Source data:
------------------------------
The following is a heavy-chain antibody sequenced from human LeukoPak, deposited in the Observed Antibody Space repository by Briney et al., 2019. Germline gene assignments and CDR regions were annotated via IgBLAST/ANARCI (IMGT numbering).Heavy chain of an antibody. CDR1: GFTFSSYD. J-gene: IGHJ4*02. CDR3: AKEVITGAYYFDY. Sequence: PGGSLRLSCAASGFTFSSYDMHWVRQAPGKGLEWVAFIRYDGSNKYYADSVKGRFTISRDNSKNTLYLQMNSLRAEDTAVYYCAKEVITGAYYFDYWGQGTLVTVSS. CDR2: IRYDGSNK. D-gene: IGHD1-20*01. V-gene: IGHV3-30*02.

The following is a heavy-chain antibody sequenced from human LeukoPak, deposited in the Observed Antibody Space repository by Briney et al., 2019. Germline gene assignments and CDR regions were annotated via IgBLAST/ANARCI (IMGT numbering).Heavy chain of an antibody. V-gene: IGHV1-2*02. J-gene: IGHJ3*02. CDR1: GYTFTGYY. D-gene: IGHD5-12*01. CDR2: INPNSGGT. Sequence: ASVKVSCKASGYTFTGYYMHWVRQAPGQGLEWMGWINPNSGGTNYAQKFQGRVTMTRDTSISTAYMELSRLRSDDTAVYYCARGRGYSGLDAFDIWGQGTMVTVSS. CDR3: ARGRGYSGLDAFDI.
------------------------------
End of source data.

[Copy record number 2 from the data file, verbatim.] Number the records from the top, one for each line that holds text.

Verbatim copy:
The following is a heavy-chain antibody sequenced from human LeukoPak, deposited in the Observed Antibody Space repository by Briney et al., 2019. Germline gene assignments and CDR regions were annotated via IgBLAST/ANARCI (IMGT numbering).Heavy chain of an antibody. V-gene: IGHV1-2*02. J-gene: IGHJ3*02. CDR1: GYTFTGYY. D-gene: IGHD5-12*01. CDR2: INPNSGGT. Sequence: ASVKVSCKASGYTFTGYYMHWVRQAPGQGLEWMGWINPNSGGTNYAQKFQGRVTMTRDTSISTAYMELSRLRSDDTAVYYCARGRGYSGLDAFDIWGQGTMVTVSS. CDR3: ARGRGYSGLDAFDI.